I’ve been meaning to make panna cotta for ages, but I never got around to getting the special moulds so the panna cotta project kept being put on the back burner. But when I tasted Marion’s Grasby’s kaffir lime panna cotta at the Good Food and Wine Show in Melbourne, I just knew I had to finally make some at home.
Created by Masterchef’s former contestant and available at the Show’s Oxford Landing Estates Restaurant for $8, the creamy kaffir lime panna cotta was beautifully fragrant and so delightfully different from the traditional vanilla bean version. Drizzled with lime syrup to cut through the creamy richness of the dessert and topped with chopped, fresh strawberries it was a pleasure to look at and, even more so, to eat.
I didn’t have a recipe to recreate the dessert, so I did some research on a basic panna cotta to get the rough idea of the proportions of cream and milk and adapt the rest. I reduced the amount of sugar and changed the vanilla bean to kaffir lime leaves. I also adjusted the amount of gelatine further – I wanted creamy, not jelly-like. The rest was pretty straight forward. And delicious, I might add. And so moreish.
Now, the other best thing I discovered about the panna cotta sold at the show was that it was served in stemless wine glasses. No need to fiddle with moulds, worrying about torn or stuck edges – that’s the sort of easy entertaining I like. Genius!
Since drafting this post, I have found Marion’s original kaffir lime panna cotta recipe in July’s issue of Masterchef Magazine, which features a few recipes from her new book, Marion Recipes and stories from a hungry cook, (Pan MacMillan, A$14.99 as eBook).
Makes 4 dessert serves or 8 canapés
Kaffir lime panna cotta with lime syrup and fresh strawberries
You can use panna cotta moulds if you like, but I prefer the ease of setting and serving the dessert in stemless wine glasses or shot glasses if you want a smaller, canapé-style serving. Also, I don’t mind using powdered gelatine – it is more widely available and when used sparingly it sets the liquid without feeling rubbery.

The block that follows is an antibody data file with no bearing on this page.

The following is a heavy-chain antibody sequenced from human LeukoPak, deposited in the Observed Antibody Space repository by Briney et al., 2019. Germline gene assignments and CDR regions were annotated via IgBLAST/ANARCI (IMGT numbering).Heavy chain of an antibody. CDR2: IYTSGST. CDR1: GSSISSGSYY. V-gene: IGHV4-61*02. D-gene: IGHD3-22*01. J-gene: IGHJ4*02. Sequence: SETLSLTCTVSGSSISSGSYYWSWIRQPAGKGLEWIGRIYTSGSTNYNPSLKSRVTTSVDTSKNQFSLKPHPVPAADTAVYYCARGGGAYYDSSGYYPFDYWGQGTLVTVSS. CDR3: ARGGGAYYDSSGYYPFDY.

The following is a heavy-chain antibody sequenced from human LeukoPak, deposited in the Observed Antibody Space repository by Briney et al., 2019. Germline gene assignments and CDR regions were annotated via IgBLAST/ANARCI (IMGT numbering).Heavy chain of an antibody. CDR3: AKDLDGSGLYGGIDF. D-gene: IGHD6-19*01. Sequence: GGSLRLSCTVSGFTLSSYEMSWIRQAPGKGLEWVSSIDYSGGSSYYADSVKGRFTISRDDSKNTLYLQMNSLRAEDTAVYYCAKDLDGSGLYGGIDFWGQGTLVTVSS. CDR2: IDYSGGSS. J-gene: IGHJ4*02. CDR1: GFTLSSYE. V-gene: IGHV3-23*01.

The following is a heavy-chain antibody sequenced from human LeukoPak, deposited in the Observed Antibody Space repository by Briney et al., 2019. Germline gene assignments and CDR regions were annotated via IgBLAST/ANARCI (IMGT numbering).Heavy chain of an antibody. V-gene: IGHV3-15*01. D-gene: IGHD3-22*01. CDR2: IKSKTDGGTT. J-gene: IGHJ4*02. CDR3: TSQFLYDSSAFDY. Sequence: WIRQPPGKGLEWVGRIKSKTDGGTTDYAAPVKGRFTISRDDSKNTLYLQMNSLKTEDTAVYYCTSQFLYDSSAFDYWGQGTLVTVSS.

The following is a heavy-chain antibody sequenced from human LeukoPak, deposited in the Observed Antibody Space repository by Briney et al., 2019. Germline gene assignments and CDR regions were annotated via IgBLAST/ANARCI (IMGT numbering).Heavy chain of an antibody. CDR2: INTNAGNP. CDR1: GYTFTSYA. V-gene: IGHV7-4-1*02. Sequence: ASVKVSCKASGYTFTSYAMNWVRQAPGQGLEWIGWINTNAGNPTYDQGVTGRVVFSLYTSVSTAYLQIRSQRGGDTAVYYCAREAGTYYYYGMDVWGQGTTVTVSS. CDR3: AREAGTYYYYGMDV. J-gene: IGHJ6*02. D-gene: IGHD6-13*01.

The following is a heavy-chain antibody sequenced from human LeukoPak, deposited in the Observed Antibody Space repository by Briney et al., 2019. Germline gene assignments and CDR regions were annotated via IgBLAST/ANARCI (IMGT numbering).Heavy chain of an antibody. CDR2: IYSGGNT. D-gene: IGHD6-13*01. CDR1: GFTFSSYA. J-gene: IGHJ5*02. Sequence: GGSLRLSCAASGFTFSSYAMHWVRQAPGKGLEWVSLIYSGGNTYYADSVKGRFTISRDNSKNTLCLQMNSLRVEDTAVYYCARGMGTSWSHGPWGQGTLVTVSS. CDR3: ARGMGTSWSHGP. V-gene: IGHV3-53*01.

- 1 1/2 cups fresh cream
- 1/2 cup full fat milk
- 1/8 cup sugar
- 8 kaffir lime leaves
- 2 1/2 tsp gelatine powder
- 2 tbsp boiling water
Lime syrup and strawberries
- Juice of 1 lime (1/4 cup)
- 2 tbsp sugar
- 4 tbsp water
- 6-8 (120g) fresh strawberries
To make panna cotta: place cream, milk and roughly chopped kaffir lime leaves into a medium saucepan. Cook on low heat until the mixture comes up to a boil. Remove from heat and allow to infuse for 15-20 minutes, whisking from time to time to prevent the “skin” from forming.
Remove kaffir lime leaves and discard. Return saucepan to the heat and mix in sugar until it is dissolved. Turn off the heat. Dissolve gelatine in boiling water, removing any lumps that may form. Add gelatine to the hot cream mixture and whisk to combine. Divide mixture between your choice of glassware, or panna cotta moulds. Allow to set in the fridge for at least 1 hour before serving.
To prepare lime syrup and strawberries: wash and hull strawberries. Slice then chop them into a fine dice. Set aside. Mix water with sugar until sugar dissolves. Add lime juice and mix.
To serve: top each panna cotta with freshly diced strawberries and pour over some sugar syrup (1 tablespoon each for a dessert serve, 1 teaspoon each for canapés). Enjoy right away or store in the fridge to consume within 24 hours.